Today was also the day the results came in for the photo and video challenges. During the week, the teams were challenged to submit their most creative photo and one-minute video based on their week of adventure. These were voted on both by the public and the teams themselves. Team Japan revealed a creative streak exceeding all others in the male competition, while Team Germany had the run on the female competitors.

 

When the scores were tallied up, for the fourth consecutive GS Trophy it was Team South Africa on top. In the male competition, they had made a steady start to the week’s competition but got stronger as the week went on. Physically and mentally strong, and so well-practiced both individually and as a team, it’s clear that if any other nation wants to get a taste of GS Trophy victory, then they’ll have to significantly up their preparation. Team UK came closest to unsettling the South Africans but readily and respectfully conceded they’d been beaten by the better team. Team Germany took a well-earned third place.

 

The female teams competition couldn’t have finished any closer, just the one point separating Team South Africa from runner-up Germany. With teams receiving points deductions for bike damages such as broken indicators and lever replacements, both teams had been nervously adding up their gains and losses, but it fell to South Africa to win the first female GS Trophy competition and secure the double.

 

Warren Ventner, Team South Africa: “This is amazing, we didn’t expect this, last night we were doing the numbers and we knew it wasn’t a certain thing. It came down to the last challenge. So we are really stoked. And to take the fourth win is great, there was that pressure not to be ‘that’ team – the one’s who didn’t win – but we said to ourselves we’ll do the best we can and whatever comes up, comes up. Also, we want to thank everyone who’s supported us back at home, they really help make this happen.”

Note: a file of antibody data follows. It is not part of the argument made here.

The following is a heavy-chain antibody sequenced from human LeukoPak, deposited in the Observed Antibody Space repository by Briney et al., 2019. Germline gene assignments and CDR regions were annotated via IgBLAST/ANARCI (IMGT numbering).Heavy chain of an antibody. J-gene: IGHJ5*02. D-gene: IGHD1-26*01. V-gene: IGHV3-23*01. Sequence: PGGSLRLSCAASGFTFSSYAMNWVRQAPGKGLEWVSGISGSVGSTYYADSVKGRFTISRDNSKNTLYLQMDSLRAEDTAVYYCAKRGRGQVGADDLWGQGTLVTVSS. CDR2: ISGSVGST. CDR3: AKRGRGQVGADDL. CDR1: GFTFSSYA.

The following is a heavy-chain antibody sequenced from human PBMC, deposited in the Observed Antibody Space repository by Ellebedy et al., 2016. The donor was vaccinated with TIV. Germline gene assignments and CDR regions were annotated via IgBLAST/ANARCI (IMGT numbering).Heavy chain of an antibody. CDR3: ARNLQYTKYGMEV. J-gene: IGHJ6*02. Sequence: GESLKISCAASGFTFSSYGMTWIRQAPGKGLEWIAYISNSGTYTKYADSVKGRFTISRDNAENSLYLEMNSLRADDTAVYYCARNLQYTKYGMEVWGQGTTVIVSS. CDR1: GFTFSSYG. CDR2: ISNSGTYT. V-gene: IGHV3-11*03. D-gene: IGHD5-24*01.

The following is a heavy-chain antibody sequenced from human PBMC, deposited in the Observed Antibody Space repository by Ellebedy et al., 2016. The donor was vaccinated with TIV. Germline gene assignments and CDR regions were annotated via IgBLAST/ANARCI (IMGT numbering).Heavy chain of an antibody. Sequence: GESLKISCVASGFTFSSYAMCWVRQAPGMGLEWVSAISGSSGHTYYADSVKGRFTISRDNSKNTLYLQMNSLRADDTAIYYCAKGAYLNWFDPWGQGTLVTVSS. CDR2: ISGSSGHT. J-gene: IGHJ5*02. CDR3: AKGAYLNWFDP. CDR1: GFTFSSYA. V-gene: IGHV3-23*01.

Hanneli Zondagh, Female Team South Africa: “It’s unbelievable. We were only leading Germany by one point yesterday and we didn’t have the best last stage so until the result was announced we didn’t know which way it had gone, but somehow we still kept that one point advantage, I feel truly blessed. It just shows what teamwork can do if you just don’t give up. It’s been a great competition, we’ve really enjoyed our times with the other female teams, they’ve been incredible, and so much fun. And what a great thing to do; once women have been exposed to this great sport and pastime of adventure motorcycling they see how fantastic it is, how liberating, that you ride, you see the world, you meet new people, see different places, even in your own country. It’s a wonderful thing.”

 

 

BMW Motorrad International GS Trophy 2022

Southeast Europe.

Final standings:

 

Male Teams:

1. South Africa 217 points

2. United Kingdom 204

3. Germany 185

4. China 2020 169

5. USA 165

6. Netherlands 155

7. Thailand 146

8. South Korea 142

9. Latin America 141

10. Mexico 139

11. France 133   

12. India 120

13. China 2022 113

14. Brazil 100

15. Japan 88

 

 

Female Teams:

1. South Africa 297

2. Germany 296

3. Mexico 264

4. France 241

5. Latin America 237

6. Brazil 167

 

 

 

You will find press material on current BMW motorcycles and
BMW Motorrad rider equipment in the BMW Group PressClub at www.press.bmwgroup.com.

In case of queries please contact:

Antonia Cecchetti, Communication BMW Motorrad

Telephone: +49-89-382-60757, Antonia.Cecchetti@bmw.de

 

Tim Diehl-Thiele, Head of Communication BMW Motorrad

Telephone: +49-89-382-57505, Tim.Diehl-Thiele@bmw.de

 

Jennifer Treiber-Ruckenbrod, Head of Communication MINI and BMW Motorrad

Telephone: +49-89-382-35108, Jennifer.Ruckenbrod@bmwgroup.de

 

Internet: www.press.bmw.de

E-mail: presse@bmw.de